Arthur H. Landis
SPAIN the unfinished revolution
International Publishers, NY
Copyright ©1972 by Arthur H. Landis
All Rights Reserved
First Paperback Edition, 1975 by International Publishers
Printed in the United States of America
Library of Congress Cataloging on Publicatio
To the memory of Lieutenant Colonel Julio
Mangada, loyal soldier of the Regular Spanish
Army, defender of Madrid, supporter without
reservation of the Popular Front of the
The Second Republic
April, 1931—July, 1936
The Revolt of the Fascist Military
The Intervention of the Great Powers
The Death of the Spanish Republic
(Note: Some omissions have been made by the transcriber of this work. The Notes section has been changed so that each page with footnotes has
them at the bottom, rather than at the ending of the book. The index was also removed since the page numbers do not match up to the numbers of
the book, though this is just about the entire book sans the previously mentioned omissions. Furthermore, I have altered some things slightly in
the event of typos or other errors. For what it's worth, the pages of the PDF intentionally do not line up to the pages of the book. Also, pictures
from the book are not included. I have not included the 5-page bibliography. – Transcriber, July 2009)
“People of Madrid! History has presented you in this hour with the great mission of rising before the world
as the obelisk of Liberty. You will know how to be worthy of so exalted a destiny. You will tell the world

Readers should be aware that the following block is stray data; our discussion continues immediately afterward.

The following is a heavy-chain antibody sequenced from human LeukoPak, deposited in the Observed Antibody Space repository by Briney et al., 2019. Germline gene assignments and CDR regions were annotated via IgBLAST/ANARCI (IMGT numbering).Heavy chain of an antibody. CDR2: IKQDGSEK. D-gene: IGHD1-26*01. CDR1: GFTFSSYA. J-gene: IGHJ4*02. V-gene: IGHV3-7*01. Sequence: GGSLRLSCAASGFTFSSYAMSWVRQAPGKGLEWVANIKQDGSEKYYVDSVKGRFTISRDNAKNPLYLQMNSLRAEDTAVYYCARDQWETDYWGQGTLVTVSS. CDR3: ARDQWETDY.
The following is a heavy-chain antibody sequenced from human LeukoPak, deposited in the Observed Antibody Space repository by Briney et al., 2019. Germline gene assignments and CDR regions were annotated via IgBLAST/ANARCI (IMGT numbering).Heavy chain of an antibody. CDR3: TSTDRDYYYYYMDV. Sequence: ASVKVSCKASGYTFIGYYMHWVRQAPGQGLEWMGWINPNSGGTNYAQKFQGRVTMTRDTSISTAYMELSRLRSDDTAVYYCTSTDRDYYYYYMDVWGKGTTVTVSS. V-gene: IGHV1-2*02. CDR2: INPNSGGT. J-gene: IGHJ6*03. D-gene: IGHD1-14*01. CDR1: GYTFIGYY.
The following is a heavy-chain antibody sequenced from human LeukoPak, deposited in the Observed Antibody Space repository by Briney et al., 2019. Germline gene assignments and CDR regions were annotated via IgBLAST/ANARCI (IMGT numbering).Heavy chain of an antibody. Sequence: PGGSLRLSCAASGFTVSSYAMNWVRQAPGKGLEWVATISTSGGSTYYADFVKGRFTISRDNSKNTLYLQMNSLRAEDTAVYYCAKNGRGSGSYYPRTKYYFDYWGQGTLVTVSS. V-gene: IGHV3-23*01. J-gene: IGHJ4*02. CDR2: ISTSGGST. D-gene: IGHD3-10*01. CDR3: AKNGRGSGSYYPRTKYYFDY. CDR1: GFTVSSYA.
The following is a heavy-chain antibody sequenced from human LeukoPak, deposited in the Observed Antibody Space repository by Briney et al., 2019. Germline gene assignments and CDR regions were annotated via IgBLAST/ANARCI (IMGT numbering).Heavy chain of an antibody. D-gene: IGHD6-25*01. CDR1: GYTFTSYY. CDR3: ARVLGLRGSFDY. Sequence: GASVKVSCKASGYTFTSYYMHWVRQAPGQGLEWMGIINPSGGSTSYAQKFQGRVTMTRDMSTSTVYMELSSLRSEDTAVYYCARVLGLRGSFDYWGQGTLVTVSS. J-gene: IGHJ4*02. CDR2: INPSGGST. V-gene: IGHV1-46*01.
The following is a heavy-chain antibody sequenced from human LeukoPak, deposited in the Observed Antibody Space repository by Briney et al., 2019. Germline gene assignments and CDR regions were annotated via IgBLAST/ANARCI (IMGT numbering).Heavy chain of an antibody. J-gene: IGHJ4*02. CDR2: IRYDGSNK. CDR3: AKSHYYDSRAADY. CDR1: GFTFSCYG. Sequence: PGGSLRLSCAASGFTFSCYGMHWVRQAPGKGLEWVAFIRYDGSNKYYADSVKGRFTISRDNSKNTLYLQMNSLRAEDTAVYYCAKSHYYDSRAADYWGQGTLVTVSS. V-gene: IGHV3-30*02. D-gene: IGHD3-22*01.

how men defend themselves; how people fight; how Liberty triumphs. You will tell the world that only a
people that knows how to die for Liberty can live for freedom.
People of Spain! Put your eyes, your will, your fists at the service of Madrid. Accompany your brothers
with faith, with courage, send your possessions, and if you have nothing else, offer us your prayers. Here in
Madrid is the universal frontier that separates Liberty and Slavery. It is here in Madrid that two
incompatible civilizations undertake their great struggle: love against hate; peace against war; the
fraternity of Christ against the tyranny of the Church . . . .
Citizens of Madrid! Each of you has here on this soil something that is ash; something that is soul. It cannot
be! It shall not be that impious intruders trample the sacred tombs of our dead! The mercenaries shall not
enter as heralds of dishonor into our homes! It cannot be! It shall not be that the somber birds of
intolerance beat their black wings over the human conscience. It cannot be! It shall not be that the
Fatherland, torn, broken, entreat like a beggar before the throne of the tyrant. It cannot be! It shall not be!
Today we fight. Tomorrow, we conquer. And on the pages of history, Man will engrave an immense heart.
This is Madrid. It fought for Spain, for Humanity, for Justice, and with the mantle of its blood sheltered all
the men of the world. Madrid! Madrid!”
– Radio Appeal of Member of the Cortes, Juan Valera, November 7, 1936
For over a generation, scholars and artists have probed the ruins of the Spanish Republic.
Learned men have tucked elements of the tremendous tragedy of Spain's Civil War into
erudite footnotes, producing in the process 14,000 books. Innumerable works of fiction,
most of dubious historical value or aesthetic merit have accumulated. The cinema has
portrayed Robert Jordans and quaint guerrillas. Piccaso's lonely masterpiece Guernica
reminds us that artistic genius generally recognizes reality before the cautious scribes of
Now Arthur Landis, the chronicler of the Abraham Lincoln Brigade, has written another
book, Spain the Unfinished Revolution. Given the alpine mass of books about modern Spain,
why should this one engage our attention? What are its special merits?
Firstly every generation rewrites its important history, not merely because new raw
evidence comes constantly under scrutiny or forgotten archives yield new secrets. The
main drive arises from the collective political experience of mankind. New insights are the
product not just of private intuitions but of widely shared historical experience of